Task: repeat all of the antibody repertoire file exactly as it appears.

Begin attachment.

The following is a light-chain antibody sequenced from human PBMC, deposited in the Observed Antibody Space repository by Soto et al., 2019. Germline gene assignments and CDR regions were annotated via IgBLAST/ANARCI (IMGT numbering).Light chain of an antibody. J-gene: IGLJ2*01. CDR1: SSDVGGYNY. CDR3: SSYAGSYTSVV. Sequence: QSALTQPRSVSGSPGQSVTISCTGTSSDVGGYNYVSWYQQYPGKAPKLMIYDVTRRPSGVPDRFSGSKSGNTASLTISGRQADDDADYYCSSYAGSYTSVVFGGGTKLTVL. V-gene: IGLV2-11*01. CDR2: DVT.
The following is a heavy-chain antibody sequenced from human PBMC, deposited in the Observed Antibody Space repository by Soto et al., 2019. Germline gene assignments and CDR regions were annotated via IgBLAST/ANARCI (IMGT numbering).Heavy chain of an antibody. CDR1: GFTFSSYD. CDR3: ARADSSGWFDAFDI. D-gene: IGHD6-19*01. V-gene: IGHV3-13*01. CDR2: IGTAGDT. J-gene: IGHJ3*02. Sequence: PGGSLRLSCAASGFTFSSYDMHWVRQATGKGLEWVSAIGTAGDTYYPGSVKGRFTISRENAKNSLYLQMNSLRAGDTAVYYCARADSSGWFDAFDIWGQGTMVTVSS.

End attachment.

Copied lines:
The following is a light-chain antibody sequenced from human PBMC, deposited in the Observed Antibody Space repository by Soto et al., 2019. Germline gene assignments and CDR regions were annotated via IgBLAST/ANARCI (IMGT numbering).Light chain of an antibody. J-gene: IGLJ2*01. CDR1: SSDVGGYNY. CDR3: SSYAGSYTSVV. Sequence: QSALTQPRSVSGSPGQSVTISCTGTSSDVGGYNYVSWYQQYPGKAPKLMIYDVTRRPSGVPDRFSGSKSGNTASLTISGRQADDDADYYCSSYAGSYTSVVFGGGTKLTVL. V-gene: IGLV2-11*01. CDR2: DVT.
The following is a heavy-chain antibody sequenced from human PBMC, deposited in the Observed Antibody Space repository by Soto et al., 2019. Germline gene assignments and CDR regions were annotated via IgBLAST/ANARCI (IMGT numbering).Heavy chain of an antibody. CDR1: GFTFSSYD. CDR3: ARADSSGWFDAFDI. D-gene: IGHD6-19*01. V-gene: IGHV3-13*01. CDR2: IGTAGDT. J-gene: IGHJ3*02. Sequence: PGGSLRLSCAASGFTFSSYDMHWVRQATGKGLEWVSAIGTAGDTYYPGSVKGRFTISRENAKNSLYLQMNSLRAGDTAVYYCARADSSGWFDAFDIWGQGTMVTVSS.